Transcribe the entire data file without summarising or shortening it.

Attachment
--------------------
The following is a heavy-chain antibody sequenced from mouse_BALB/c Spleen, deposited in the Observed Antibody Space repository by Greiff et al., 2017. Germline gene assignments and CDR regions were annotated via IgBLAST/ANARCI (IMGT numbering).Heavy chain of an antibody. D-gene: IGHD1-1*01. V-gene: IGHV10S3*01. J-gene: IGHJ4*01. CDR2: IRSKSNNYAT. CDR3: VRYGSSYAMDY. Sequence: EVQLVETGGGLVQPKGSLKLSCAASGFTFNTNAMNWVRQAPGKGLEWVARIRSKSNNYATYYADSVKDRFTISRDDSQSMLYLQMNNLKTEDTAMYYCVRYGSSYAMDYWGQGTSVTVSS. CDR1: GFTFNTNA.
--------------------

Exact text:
The following is a heavy-chain antibody sequenced from mouse_BALB/c Spleen, deposited in the Observed Antibody Space repository by Greiff et al., 2017. Germline gene assignments and CDR regions were annotated via IgBLAST/ANARCI (IMGT numbering).Heavy chain of an antibody. D-gene: IGHD1-1*01. V-gene: IGHV10S3*01. J-gene: IGHJ4*01. CDR2: IRSKSNNYAT. CDR3: VRYGSSYAMDY. Sequence: EVQLVETGGGLVQPKGSLKLSCAASGFTFNTNAMNWVRQAPGKGLEWVARIRSKSNNYATYYADSVKDRFTISRDDSQSMLYLQMNNLKTEDTAMYYCVRYGSSYAMDYWGQGTSVTVSS. CDR1: GFTFNTNA.